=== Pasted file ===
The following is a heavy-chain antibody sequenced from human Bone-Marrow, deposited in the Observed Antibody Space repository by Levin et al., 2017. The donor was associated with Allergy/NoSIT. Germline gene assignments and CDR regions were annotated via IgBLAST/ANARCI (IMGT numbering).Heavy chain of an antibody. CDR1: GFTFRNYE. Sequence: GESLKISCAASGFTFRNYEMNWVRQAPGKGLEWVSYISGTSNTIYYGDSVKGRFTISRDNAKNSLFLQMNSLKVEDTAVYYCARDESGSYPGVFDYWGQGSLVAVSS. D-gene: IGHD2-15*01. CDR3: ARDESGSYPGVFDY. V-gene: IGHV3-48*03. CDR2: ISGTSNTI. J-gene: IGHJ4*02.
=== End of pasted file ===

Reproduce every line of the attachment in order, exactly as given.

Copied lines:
The following is a heavy-chain antibody sequenced from human Bone-Marrow, deposited in the Observed Antibody Space repository by Levin et al., 2017. The donor was associated with Allergy/NoSIT. Germline gene assignments and CDR regions were annotated via IgBLAST/ANARCI (IMGT numbering).Heavy chain of an antibody. CDR1: GFTFRNYE. Sequence: GESLKISCAASGFTFRNYEMNWVRQAPGKGLEWVSYISGTSNTIYYGDSVKGRFTISRDNAKNSLFLQMNSLKVEDTAVYYCARDESGSYPGVFDYWGQGSLVAVSS. D-gene: IGHD2-15*01. CDR3: ARDESGSYPGVFDY. V-gene: IGHV3-48*03. CDR2: ISGTSNTI. J-gene: IGHJ4*02.